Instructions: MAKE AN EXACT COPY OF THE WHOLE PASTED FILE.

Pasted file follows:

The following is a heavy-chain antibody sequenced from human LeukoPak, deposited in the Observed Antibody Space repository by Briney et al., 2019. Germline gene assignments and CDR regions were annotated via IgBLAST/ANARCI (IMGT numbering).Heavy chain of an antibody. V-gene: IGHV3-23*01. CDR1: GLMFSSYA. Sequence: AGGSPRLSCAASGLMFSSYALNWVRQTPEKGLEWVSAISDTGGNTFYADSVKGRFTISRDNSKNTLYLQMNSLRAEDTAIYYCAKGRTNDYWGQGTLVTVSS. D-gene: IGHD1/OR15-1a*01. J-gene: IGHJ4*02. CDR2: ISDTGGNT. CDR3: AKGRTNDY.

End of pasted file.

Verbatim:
The following is a heavy-chain antibody sequenced from human LeukoPak, deposited in the Observed Antibody Space repository by Briney et al., 2019. Germline gene assignments and CDR regions were annotated via IgBLAST/ANARCI (IMGT numbering).Heavy chain of an antibody. V-gene: IGHV3-23*01. CDR1: GLMFSSYA. Sequence: AGGSPRLSCAASGLMFSSYALNWVRQTPEKGLEWVSAISDTGGNTFYADSVKGRFTISRDNSKNTLYLQMNSLRAEDTAIYYCAKGRTNDYWGQGTLVTVSS. D-gene: IGHD1/OR15-1a*01. J-gene: IGHJ4*02. CDR2: ISDTGGNT. CDR3: AKGRTNDY.